RICHARD FALK: It is hard to tell at this point. What is clear is that the United States continues in its role as the protector of Israeli impunity in circumstances that are so extreme that it will build additional anti-US attitudes throughout the world, not only in the Islamic world. And it is probably a matter that will be determined in large part by how sustained the civil society reaction to these events are. I’ve said for some time that the best hope for the Palestinians is not at a governmental level or through reliance on the United Nations, but rather through the boycott, divestment and sanctions campaign, which has increasingly come to resemble the anti-apartheid campaign that was so successful in delegitimizing the racist regime in South Africa. I think this legitimacy war is being waged now as the primary arena of struggle. And it has shown the immoral failure of established governments to do what should have been done years ago and insisted that this blockade be lifted and used nonviolent coercion by way of sanctions in the event that Israel continued to refuse to end the blockade. It is a crime that has no borders at this point. And it’s only the peoples of the world, really, that represent the conscience of humanity in a circumstance of this kind.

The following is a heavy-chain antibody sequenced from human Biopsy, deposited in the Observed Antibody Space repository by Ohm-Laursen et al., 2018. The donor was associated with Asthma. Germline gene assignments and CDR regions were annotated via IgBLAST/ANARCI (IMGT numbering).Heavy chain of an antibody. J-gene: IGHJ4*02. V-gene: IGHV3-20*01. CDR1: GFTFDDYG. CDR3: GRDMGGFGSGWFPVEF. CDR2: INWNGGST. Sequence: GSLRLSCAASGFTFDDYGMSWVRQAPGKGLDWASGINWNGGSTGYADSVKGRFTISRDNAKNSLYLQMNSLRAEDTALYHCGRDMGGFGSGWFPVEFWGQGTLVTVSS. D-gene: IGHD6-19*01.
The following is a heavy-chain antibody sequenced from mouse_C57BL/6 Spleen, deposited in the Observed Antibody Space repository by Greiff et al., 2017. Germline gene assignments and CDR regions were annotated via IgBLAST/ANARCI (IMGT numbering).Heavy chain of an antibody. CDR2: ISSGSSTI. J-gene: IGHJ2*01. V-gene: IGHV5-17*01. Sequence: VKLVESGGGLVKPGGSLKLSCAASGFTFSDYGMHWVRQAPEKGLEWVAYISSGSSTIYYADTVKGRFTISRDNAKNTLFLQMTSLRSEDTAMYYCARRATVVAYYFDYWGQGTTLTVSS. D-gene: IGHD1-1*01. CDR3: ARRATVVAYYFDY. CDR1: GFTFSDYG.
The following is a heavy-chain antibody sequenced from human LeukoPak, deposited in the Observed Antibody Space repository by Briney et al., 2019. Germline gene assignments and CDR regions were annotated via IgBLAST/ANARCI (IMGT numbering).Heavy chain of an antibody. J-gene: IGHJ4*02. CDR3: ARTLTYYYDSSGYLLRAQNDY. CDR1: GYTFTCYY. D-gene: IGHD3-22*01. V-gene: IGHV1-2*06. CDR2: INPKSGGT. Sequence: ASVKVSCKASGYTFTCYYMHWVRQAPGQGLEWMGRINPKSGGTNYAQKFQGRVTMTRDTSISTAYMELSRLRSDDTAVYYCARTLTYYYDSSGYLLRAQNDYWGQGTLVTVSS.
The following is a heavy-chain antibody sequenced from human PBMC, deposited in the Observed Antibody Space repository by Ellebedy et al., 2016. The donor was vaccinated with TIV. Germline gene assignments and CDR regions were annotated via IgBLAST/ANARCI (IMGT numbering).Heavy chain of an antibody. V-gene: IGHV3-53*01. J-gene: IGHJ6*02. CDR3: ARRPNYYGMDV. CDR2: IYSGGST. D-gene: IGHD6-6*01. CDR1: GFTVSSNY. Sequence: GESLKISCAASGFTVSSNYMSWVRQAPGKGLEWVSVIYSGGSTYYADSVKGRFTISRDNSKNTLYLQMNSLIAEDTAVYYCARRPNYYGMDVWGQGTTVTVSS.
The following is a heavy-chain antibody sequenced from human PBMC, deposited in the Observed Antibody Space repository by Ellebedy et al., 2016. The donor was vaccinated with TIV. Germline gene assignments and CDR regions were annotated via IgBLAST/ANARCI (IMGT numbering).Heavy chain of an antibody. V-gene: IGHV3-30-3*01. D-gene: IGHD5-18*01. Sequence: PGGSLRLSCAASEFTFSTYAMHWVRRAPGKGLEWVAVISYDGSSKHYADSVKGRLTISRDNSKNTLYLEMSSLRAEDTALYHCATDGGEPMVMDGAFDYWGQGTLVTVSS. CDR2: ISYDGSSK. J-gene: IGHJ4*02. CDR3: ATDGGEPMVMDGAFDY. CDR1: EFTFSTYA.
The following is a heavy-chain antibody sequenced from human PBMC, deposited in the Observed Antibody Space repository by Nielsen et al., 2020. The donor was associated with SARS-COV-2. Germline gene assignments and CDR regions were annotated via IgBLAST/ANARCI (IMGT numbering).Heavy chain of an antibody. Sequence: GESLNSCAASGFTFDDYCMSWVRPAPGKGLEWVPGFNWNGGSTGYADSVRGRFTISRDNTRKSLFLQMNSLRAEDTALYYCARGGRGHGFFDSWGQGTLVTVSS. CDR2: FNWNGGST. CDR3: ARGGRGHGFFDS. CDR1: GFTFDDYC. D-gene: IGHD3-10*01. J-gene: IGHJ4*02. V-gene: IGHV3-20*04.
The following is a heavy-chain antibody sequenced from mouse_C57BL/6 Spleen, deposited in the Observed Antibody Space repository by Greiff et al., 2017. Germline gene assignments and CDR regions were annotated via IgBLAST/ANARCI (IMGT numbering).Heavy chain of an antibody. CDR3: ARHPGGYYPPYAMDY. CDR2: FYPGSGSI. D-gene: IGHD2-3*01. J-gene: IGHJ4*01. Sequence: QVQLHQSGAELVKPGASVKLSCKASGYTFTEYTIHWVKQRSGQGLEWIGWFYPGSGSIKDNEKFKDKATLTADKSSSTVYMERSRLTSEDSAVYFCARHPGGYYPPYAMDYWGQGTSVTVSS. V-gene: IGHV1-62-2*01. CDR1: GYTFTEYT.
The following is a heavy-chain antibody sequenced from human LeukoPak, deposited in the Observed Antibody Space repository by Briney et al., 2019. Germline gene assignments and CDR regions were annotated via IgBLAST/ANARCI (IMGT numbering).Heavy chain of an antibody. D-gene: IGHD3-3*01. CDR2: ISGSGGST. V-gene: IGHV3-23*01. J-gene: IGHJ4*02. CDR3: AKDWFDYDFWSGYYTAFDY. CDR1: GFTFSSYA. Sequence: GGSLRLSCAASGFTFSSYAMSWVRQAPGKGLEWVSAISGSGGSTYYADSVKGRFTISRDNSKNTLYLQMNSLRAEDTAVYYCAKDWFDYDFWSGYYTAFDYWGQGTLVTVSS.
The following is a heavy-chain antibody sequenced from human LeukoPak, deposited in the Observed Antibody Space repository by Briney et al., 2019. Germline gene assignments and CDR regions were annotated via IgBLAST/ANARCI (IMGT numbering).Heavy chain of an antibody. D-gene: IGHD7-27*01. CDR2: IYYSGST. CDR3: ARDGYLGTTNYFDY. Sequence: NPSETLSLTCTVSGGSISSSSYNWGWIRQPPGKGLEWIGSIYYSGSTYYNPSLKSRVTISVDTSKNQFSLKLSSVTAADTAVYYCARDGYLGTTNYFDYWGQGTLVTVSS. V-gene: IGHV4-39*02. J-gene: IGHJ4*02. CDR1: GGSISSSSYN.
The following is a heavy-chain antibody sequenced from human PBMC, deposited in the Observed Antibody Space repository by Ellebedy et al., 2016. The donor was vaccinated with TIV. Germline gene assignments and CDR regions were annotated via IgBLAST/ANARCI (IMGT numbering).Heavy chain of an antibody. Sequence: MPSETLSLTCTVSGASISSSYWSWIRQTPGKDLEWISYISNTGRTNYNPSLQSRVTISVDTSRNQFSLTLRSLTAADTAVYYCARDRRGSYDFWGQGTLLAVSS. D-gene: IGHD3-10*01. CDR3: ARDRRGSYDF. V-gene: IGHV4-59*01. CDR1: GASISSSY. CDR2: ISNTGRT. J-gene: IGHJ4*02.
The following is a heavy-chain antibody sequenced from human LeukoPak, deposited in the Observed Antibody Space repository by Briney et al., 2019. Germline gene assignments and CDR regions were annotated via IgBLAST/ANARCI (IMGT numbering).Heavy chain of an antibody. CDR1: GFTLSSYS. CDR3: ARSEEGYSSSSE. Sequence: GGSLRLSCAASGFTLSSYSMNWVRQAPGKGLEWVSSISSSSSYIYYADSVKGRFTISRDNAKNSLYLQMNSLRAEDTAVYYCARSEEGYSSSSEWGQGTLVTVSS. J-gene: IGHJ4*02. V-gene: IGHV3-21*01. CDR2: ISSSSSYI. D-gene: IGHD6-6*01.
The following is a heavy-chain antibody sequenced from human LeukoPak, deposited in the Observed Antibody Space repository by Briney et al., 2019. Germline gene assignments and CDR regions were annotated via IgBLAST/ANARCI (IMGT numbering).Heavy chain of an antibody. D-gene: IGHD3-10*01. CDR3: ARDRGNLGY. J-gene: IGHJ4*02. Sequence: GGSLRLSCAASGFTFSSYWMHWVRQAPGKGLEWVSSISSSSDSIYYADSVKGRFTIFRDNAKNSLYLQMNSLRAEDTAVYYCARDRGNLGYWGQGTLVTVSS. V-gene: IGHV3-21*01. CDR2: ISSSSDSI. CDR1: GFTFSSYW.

AMY GOODMAN: We’re talking to Richard Falk, UN special rapporteur for human rights in the Palestinian territories and the Occupied Territories. The countries that have called in the Israeli ambassador for an explanation are Austria, Belgium, Brazil, Cyprus, Denmark, Egypt, Finland, France, Greece, Ireland, Jordan, New Zealand, among others.